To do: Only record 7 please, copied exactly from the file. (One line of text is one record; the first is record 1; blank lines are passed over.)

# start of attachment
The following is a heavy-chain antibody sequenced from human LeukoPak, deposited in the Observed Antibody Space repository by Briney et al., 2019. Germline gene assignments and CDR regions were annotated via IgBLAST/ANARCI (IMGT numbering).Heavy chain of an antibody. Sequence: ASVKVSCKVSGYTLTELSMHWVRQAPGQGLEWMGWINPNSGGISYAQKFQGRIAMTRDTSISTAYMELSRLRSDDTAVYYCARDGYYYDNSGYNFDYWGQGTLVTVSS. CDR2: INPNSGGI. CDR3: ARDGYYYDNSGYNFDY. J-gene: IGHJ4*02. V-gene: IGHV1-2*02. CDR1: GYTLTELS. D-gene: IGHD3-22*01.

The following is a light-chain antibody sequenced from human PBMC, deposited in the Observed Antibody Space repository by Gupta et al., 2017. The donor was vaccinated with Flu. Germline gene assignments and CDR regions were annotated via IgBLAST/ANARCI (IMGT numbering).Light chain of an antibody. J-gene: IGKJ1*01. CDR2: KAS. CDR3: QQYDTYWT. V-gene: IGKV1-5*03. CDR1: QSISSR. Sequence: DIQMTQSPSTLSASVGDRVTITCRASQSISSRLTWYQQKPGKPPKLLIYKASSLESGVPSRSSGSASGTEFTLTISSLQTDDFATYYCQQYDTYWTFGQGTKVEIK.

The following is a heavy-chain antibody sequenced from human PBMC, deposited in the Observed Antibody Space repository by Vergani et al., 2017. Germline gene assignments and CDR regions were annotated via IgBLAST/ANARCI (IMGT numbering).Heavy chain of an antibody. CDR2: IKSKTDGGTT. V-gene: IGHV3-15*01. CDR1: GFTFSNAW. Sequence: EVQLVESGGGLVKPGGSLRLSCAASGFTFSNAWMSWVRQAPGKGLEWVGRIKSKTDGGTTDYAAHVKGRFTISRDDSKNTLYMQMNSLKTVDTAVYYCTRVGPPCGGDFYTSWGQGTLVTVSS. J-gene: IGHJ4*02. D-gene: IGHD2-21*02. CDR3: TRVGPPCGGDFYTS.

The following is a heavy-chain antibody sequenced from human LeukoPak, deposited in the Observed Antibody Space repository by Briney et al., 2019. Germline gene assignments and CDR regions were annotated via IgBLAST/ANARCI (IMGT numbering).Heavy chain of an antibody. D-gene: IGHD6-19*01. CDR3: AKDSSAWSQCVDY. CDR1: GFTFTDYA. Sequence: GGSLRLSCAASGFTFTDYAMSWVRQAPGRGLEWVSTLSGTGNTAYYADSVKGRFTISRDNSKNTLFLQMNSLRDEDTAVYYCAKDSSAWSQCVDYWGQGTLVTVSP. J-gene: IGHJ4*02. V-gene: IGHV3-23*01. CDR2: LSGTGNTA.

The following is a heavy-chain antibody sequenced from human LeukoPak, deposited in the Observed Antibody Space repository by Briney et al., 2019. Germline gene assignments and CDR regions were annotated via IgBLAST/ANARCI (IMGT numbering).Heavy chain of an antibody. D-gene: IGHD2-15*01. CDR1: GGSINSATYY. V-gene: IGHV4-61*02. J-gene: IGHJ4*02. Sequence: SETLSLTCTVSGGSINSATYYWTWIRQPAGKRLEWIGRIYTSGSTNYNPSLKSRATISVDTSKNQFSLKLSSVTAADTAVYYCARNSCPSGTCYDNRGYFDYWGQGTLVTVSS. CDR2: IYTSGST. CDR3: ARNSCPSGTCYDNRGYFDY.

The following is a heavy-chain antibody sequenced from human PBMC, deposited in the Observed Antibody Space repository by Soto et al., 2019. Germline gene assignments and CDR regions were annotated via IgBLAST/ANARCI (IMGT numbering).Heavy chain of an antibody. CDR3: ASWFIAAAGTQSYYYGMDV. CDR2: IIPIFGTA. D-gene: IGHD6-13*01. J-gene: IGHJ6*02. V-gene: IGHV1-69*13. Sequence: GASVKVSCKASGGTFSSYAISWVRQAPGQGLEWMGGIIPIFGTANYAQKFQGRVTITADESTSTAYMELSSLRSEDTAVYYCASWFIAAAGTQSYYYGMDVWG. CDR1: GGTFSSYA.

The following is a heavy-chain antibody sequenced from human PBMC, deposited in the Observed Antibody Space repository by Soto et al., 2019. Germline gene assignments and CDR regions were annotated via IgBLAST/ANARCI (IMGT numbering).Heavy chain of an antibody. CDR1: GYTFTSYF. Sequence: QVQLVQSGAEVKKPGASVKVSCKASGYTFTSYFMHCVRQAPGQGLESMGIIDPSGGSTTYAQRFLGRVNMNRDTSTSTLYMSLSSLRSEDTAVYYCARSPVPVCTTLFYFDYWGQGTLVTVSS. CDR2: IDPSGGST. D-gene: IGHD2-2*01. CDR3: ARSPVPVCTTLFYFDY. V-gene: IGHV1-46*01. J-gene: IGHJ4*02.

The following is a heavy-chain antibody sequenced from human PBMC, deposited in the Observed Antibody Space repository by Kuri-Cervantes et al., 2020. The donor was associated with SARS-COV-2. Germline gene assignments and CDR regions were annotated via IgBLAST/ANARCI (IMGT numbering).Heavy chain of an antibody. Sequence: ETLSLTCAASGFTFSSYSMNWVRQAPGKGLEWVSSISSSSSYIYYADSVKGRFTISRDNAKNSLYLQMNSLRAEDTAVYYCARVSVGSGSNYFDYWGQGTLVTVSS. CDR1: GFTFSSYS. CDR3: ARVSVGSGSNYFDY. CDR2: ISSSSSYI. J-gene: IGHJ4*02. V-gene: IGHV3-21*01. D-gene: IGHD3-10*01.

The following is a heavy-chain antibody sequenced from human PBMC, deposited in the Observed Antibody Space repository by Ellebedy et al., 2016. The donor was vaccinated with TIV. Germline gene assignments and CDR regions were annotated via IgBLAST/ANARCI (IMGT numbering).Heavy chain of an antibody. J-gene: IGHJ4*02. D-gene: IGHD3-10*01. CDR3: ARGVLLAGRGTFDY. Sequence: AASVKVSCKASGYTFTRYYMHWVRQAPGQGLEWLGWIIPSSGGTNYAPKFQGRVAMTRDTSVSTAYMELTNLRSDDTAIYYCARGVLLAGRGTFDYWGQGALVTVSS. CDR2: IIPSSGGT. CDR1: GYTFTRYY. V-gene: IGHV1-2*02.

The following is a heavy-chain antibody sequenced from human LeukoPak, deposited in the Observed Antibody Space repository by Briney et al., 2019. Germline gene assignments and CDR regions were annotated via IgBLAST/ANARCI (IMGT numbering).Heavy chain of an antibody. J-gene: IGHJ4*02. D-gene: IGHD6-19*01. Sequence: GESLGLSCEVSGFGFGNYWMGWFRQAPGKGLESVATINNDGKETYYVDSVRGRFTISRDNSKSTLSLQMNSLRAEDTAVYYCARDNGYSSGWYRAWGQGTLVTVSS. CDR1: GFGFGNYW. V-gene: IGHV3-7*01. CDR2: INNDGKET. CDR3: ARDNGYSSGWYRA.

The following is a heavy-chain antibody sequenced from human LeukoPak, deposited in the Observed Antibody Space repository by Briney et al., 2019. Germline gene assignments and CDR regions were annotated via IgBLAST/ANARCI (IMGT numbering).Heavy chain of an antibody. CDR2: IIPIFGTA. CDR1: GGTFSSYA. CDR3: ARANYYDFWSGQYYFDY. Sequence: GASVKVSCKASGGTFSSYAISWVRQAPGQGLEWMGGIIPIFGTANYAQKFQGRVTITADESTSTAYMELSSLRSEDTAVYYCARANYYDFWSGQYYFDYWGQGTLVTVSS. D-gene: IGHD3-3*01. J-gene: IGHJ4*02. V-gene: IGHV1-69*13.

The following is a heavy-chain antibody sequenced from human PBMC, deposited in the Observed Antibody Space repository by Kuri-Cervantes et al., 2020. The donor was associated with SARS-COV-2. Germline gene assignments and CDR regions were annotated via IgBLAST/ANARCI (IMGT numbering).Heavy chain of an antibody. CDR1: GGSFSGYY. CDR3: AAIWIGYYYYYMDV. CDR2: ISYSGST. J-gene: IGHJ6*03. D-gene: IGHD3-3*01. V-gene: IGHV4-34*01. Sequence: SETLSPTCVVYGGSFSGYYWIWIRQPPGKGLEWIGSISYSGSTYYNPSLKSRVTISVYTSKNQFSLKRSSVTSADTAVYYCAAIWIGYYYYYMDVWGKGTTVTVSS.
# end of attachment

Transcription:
The following is a heavy-chain antibody sequenced from human PBMC, deposited in the Observed Antibody Space repository by Soto et al., 2019. Germline gene assignments and CDR regions were annotated via IgBLAST/ANARCI (IMGT numbering).Heavy chain of an antibody. CDR1: GYTFTSYF. Sequence: QVQLVQSGAEVKKPGASVKVSCKASGYTFTSYFMHCVRQAPGQGLESMGIIDPSGGSTTYAQRFLGRVNMNRDTSTSTLYMSLSSLRSEDTAVYYCARSPVPVCTTLFYFDYWGQGTLVTVSS. CDR2: IDPSGGST. D-gene: IGHD2-2*01. CDR3: ARSPVPVCTTLFYFDY. V-gene: IGHV1-46*01. J-gene: IGHJ4*02.